The strength of the regiment which marched into camp on Sunday morning as given in the parade state, was as follows:

Field Officers 3
Staff Officers 3
Captains 2
Subalterns 8
Staff Sergeants 6
Sergeants 19
Bugle Band 8
Band 18
Rank and File 202
Total 269

As the total strength of the regiment at its full strength is 300, this was a good muster.

Victoria Times
August 12, 1901


Militia Will Carry Out Manoeuvres On Labor Day

Although nothing official has yet been given out, it is understood that the manoeuvres which were so successfully carried out last year at Esquimalt by the Coast Militia, with the active co-operation of the regular forces stationed at Work point, will be repeated this year. Locally there has been no desire to agitate for a repetition of the mobilization, as the two weeks training which the Fifth Regiment put in earlier in the year depleted regimental funds, upon which a demand would have to be renewed if the mobilization is decreed. The men also in many instances secured leave from their respective employers and would not care to ask for a renewal of the privilege.

However, as Labor Day seems to have been set for the training, the latter obstacle would not appear to be serious, as most of the business houses will be closed for the day. The regiment will probably not go under canvas on Sunday, but will march into camp on Monday and participate in the tactics, returning to the city in the evening. The Sixth Batt. of Rifles from Vancouver will likely come down by special boat early on Sunday morning and pitch their tents at Macaulay Point. A drum head service will in all probability be held during the day, and a band concert be given in the afternoon or evening.

The manoeuvres for Monday are not yet decided, but the Fifth Regiment will probably man the guns, in conjunction with the R.G.A., while the Rifles will act as infantry supports, and, if the programme of last year be repeated, as picquets and scouting parties. It is expected that this year a more reliable element will be introduced into the manoeuvres by the participation of the squadron. It is contemplated to have an attack on the forts by the ships, and possibly an attempt at storming the fortifications by landing parties of blue jackets and marines.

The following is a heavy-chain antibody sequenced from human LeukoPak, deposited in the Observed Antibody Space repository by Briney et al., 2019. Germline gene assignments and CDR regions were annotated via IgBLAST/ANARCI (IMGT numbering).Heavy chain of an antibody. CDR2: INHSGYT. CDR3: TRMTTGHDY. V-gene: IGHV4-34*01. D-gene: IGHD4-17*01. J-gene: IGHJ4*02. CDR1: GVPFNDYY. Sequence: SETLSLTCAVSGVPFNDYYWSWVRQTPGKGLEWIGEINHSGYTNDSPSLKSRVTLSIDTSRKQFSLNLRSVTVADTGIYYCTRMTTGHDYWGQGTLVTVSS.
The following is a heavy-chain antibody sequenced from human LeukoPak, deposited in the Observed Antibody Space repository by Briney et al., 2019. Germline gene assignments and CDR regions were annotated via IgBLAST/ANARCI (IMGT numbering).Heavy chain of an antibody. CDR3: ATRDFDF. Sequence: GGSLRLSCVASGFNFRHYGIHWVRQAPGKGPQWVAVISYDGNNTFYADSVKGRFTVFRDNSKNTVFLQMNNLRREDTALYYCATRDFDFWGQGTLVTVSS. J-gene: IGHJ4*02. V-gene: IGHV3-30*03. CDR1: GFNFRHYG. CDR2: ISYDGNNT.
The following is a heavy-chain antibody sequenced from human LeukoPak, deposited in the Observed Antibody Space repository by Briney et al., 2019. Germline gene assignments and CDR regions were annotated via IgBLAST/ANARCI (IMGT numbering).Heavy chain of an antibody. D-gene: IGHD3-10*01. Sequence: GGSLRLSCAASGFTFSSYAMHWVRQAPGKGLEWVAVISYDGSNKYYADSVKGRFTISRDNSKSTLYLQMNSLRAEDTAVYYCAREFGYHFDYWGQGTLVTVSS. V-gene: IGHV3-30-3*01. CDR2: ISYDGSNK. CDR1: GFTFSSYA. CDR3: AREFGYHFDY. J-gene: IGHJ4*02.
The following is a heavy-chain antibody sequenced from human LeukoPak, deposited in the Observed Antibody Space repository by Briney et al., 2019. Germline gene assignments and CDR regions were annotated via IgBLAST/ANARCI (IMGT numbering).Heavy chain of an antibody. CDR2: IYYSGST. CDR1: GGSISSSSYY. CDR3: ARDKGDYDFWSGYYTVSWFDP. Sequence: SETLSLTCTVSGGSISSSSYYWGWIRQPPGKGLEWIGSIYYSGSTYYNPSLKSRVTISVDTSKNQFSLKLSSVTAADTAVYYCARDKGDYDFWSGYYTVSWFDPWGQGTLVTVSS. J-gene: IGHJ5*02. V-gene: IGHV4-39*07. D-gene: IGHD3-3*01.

Last year A Co., 3rd R.C.R., was detailed to attempt a surprise on the Rod Hill forts, and this may be repeated this year by a detachment of the Rifles.

The latter will return to Vancouver by special boat on Monday evening.

October 1, 1901

The Royal Horse Artillery who arrived here from China a short time ago, and who, since that time have been in camp at Work Point, embark at Montreal on the Corinthian on October 12th. They will leave here on Sunday morning by the Charmer.

October 7, 1901


Royal Horse Artillery, After Enjoyable Stay in Victoria, Left on Saturday for England

On Saturday evening last the residents of Esquimalt and Victoria west districts were awakened from their slumbers by the cheers of soldiers and sailors and the music of the Garrison fife and drum band. The detachment of Royal Horse Artillery which some weeks ago arrived in Victoria after active service in China, and since has been quartered at Work Point, left on the Yosemite that night bound to eastern Canada, from whence they will take a liner for home.

The many who welcomed the troops to the city on their arrival from China noticed on that occasion their evidently worn and fagged out condition. A few weeks in Victoria had disposed of all the affects of their campaign, and on Saturday night as they marched through the streets on their way to the boat the crowds, which in spite of the fact that it was midnight, cheered and gave them a most hearty send off, observed that their short stay in Victoria had improved their physical appearance wonderfully.

The march continued from the Work Point barracks, headed by the fife and drum band, which played pieces appropriate to the occasion. The march to town was enlivened by cheer upon cheer of sailors who filled the cars. On reaching the electric power house the fife and drum band was augmented by that of the Fifth regiment, which escorted the "Tommies" the remainder of the way to the boat.

In spite of the fact that the visiting detachment has been here but a short time, they have made many friends among the soldiers, who were their companions, and Victorians by their manly bearing and their invariable courtesy.

Daily Colonist
October 13, 1901

Army Stores — Mr. Joshua Davies has received instructions to hold the first sale of condemned army ordnance department stores at Signal Hill, Esquimalt, on Thursday next at 11 a.m. The stores consist of carts, wagons, forges, baskets, duplex feed pump, iron drums, brass lanterns, furniture, new and old clothing, cast and wrought iron Hessian wrappers, great coats, watch coats and pea jackets. On Tuesday the same auctioneer will sell at 85 Wharf street a lot of galvanized iron buckets, fish and marmalade ex the ship Red Rock.